I recently have been working on loading a local JSON file parsing it and displaying it using Javascript and I think I got it to where I really like it. I would like to know if anyone knows if there is a "purer" way of doing this using just Javascript without libraries.

<!DOCTYPE html>
<meta charset="UTF-8" />
<input type="file" id="files" name="files" accept=".json"/>
<output id="list"></output>
<div id="traveler_num"></div>
<div id="first_name"></div>

<script>

//stores the output of a parsed JSON file
const parsed = jsonText => JSON.parse(jsonText);
//creates a new file reader object

function writeInfo (data) {
//modifies the DOM by writing info into different elements
document.getElementById('traveler_num').innerHTML = 'Traveler: ' + data.traveler_num;
document.getElementById('first_name').innerHTML = 'First Name: ' + data.first_name;
};

function handleFileSelect (evt) {
//function is called when input file is Selected
};

//fuction runs when file is fully loaded
//parses file then makes a call to writeInfo to display info on page
writeInfo(parsed(e.target.result));
};

//event listener for file input

</script>

• To prevent racing i would move the FileReader instantiation and the onload handler inside handleFileSelect. However the whole thing looks fine, good job ;) – Jonas Wilms Dec 18 '17 at 6:25
• You already did it fine without any libraries? – Bergi Dec 18 '17 at 6:29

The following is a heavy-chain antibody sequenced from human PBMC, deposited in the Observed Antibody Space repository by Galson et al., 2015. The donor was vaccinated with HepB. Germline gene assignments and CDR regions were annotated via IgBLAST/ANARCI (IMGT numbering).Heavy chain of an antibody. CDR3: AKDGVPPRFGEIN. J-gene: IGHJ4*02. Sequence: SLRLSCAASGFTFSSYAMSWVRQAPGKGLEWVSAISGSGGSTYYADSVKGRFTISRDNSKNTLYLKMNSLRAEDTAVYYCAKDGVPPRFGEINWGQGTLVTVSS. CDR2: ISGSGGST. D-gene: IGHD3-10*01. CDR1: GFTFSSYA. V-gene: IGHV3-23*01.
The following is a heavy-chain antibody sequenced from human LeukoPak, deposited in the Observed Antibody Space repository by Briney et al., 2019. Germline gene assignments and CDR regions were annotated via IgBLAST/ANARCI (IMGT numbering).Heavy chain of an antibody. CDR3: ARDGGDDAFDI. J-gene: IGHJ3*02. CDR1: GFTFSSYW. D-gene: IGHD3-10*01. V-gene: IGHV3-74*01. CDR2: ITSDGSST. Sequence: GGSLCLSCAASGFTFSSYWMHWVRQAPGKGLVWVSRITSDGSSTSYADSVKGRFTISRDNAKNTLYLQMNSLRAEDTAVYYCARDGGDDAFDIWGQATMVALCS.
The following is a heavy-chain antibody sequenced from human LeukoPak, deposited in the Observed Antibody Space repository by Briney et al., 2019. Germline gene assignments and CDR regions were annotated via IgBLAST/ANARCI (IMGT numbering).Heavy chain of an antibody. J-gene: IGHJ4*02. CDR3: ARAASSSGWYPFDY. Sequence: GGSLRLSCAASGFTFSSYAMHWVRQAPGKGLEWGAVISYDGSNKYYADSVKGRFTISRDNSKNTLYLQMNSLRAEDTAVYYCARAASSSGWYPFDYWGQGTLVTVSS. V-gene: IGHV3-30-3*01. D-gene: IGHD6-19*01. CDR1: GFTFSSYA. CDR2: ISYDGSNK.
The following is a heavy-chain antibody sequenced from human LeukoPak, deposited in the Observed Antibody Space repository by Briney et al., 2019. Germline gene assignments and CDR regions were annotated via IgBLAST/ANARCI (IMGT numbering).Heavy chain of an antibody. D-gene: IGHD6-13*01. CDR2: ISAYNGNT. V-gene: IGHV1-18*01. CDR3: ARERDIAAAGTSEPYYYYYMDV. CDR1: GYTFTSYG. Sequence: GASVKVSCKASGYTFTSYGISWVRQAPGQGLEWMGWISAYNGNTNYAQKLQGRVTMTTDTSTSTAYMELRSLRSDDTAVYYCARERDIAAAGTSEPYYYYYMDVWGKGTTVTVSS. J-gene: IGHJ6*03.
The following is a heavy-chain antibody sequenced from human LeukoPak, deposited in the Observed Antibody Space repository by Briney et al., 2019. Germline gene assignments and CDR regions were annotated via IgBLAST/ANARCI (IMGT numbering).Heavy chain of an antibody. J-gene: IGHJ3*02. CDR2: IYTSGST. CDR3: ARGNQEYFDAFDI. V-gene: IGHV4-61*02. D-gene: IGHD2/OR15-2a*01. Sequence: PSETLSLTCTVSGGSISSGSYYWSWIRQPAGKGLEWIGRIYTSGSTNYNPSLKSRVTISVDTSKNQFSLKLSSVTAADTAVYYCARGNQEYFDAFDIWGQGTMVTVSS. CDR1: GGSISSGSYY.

• Seems fine, but relying on the file's extension is a poor move IMO. You should at least wrap the JSON.parse in a try catch block. – Kaiido Dec 18 '17 at 7:35

# handleFileSelect is an Impure Function

handleFileSelect has in your code snippet a dependence to fr which is decleraded outside of the function. To make the function pure you can pass fr as argument.

// impure..
function handleFileSelect (evt) {
}

// pure
function handleFileSelect (fr, evt) {
}


# Put Side Effects Into a Wrapper

A pure function returns for the same input always the same output.

The function writeInfo contains side effects because we access the DOM. We could wrap the DOM functions in to a wrapper called IO which will always return a function - always the same function.

const IO = x => ({
map: (fn) => IO(x(fn)),
run: () => x()
})

// more about compose and the benefits on
// https://medium.com/javascript-scene/composing-software-an-introduction-27b72500d6ea
const compose = (f, g) => x => f(g(x))

const getElementById = id => IO(() => document.getElementById(id))
const writeInnerHTML = value => element => IO(() => element.run().innerHTML = value)